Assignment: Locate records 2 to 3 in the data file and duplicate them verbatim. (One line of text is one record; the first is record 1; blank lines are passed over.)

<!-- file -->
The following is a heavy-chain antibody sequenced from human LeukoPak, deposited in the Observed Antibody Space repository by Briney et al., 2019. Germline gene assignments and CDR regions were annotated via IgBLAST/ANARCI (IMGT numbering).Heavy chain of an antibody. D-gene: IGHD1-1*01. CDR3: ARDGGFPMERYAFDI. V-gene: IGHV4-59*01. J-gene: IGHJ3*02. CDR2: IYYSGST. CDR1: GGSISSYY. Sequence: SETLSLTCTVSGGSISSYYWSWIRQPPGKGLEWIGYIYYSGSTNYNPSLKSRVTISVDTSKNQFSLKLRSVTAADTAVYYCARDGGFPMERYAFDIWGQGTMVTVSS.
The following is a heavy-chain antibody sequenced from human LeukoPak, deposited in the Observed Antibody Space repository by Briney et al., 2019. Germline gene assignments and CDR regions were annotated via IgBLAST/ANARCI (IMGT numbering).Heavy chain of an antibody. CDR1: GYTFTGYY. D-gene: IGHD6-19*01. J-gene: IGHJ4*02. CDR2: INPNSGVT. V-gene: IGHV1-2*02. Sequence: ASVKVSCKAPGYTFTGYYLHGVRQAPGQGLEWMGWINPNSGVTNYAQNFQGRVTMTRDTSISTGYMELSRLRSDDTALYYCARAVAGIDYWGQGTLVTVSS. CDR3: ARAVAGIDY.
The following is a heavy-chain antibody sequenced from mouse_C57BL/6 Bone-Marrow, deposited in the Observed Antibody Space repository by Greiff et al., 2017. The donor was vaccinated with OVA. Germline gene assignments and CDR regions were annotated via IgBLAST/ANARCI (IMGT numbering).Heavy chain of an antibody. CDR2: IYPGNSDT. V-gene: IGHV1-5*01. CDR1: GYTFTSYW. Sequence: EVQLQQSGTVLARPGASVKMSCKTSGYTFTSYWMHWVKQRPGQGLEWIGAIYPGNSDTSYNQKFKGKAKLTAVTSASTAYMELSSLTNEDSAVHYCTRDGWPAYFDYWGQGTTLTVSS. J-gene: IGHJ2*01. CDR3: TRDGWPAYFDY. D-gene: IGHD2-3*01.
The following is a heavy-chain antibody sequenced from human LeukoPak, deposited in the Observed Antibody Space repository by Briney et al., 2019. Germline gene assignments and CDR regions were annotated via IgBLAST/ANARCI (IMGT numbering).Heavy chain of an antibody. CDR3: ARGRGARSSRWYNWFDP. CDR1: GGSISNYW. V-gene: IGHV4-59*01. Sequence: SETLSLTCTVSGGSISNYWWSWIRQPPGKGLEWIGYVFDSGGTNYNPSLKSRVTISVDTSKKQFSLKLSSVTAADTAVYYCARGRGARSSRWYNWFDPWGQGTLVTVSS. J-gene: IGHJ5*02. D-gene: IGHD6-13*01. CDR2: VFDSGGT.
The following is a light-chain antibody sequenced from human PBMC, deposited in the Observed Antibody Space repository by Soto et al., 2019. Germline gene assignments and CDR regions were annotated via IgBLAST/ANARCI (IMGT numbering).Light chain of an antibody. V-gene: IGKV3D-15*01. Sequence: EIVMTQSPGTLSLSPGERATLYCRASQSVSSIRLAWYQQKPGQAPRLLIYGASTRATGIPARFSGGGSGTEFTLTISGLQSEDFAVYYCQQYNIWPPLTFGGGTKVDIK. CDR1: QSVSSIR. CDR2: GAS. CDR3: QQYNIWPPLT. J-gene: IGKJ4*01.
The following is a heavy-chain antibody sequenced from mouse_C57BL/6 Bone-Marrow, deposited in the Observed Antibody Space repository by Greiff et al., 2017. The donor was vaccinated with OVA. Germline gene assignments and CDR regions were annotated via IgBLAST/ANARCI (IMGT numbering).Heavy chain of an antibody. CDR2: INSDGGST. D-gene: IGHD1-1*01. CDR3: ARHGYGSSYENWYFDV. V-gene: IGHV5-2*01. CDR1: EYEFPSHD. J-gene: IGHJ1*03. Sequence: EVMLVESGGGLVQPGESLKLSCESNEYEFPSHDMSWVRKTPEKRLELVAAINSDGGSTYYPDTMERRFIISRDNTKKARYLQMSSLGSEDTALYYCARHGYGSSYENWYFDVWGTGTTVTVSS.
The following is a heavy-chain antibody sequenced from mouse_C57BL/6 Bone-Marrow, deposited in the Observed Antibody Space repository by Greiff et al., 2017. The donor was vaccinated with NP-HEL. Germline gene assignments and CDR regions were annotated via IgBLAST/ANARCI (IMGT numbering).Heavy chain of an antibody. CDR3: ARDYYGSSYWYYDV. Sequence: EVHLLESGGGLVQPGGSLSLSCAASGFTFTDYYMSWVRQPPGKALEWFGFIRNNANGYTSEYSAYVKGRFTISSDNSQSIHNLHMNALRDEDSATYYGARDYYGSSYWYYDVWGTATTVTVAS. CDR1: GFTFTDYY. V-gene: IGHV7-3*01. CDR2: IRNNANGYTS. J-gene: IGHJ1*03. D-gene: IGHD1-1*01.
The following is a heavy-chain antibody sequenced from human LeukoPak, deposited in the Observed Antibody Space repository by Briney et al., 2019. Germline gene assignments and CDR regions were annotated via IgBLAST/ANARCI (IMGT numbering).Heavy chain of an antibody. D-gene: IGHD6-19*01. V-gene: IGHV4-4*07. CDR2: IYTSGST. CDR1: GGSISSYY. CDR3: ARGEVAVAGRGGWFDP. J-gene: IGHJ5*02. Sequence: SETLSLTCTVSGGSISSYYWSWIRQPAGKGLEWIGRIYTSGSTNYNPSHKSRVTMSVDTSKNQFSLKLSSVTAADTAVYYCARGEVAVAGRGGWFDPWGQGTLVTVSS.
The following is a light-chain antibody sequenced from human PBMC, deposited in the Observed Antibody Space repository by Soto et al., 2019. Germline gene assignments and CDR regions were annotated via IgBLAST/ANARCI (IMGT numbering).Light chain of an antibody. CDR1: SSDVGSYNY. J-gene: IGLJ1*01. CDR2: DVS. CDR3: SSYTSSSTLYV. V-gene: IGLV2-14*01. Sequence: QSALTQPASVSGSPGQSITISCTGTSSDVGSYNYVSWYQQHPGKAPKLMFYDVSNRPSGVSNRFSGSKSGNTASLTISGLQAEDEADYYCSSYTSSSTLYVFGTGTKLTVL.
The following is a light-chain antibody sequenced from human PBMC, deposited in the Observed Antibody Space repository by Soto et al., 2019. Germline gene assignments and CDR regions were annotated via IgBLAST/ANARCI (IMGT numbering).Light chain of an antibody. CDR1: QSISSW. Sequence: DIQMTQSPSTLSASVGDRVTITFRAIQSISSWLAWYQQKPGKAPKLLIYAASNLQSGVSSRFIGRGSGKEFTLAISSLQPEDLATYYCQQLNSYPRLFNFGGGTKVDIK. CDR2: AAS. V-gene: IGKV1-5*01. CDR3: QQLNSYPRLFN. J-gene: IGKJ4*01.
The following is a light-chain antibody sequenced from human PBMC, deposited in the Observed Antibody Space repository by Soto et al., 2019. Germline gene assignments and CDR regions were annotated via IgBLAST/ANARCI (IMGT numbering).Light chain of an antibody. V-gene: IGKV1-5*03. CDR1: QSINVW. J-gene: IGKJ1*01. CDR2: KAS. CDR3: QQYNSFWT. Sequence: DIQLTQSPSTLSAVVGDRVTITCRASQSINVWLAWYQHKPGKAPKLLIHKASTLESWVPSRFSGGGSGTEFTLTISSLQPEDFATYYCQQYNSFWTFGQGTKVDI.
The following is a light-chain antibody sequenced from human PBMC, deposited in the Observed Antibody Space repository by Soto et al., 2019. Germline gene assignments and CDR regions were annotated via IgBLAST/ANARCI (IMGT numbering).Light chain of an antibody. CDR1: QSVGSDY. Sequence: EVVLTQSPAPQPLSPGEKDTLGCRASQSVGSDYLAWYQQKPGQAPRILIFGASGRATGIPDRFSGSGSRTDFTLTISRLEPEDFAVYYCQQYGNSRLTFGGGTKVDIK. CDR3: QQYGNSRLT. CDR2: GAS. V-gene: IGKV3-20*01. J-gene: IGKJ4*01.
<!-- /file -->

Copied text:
The following is a heavy-chain antibody sequenced from human LeukoPak, deposited in the Observed Antibody Space repository by Briney et al., 2019. Germline gene assignments and CDR regions were annotated via IgBLAST/ANARCI (IMGT numbering).Heavy chain of an antibody. CDR1: GYTFTGYY. D-gene: IGHD6-19*01. J-gene: IGHJ4*02. CDR2: INPNSGVT. V-gene: IGHV1-2*02. Sequence: ASVKVSCKAPGYTFTGYYLHGVRQAPGQGLEWMGWINPNSGVTNYAQNFQGRVTMTRDTSISTGYMELSRLRSDDTALYYCARAVAGIDYWGQGTLVTVSS. CDR3: ARAVAGIDY.
The following is a heavy-chain antibody sequenced from mouse_C57BL/6 Bone-Marrow, deposited in the Observed Antibody Space repository by Greiff et al., 2017. The donor was vaccinated with OVA. Germline gene assignments and CDR regions were annotated via IgBLAST/ANARCI (IMGT numbering).Heavy chain of an antibody. CDR2: IYPGNSDT. V-gene: IGHV1-5*01. CDR1: GYTFTSYW. Sequence: EVQLQQSGTVLARPGASVKMSCKTSGYTFTSYWMHWVKQRPGQGLEWIGAIYPGNSDTSYNQKFKGKAKLTAVTSASTAYMELSSLTNEDSAVHYCTRDGWPAYFDYWGQGTTLTVSS. J-gene: IGHJ2*01. CDR3: TRDGWPAYFDY. D-gene: IGHD2-3*01.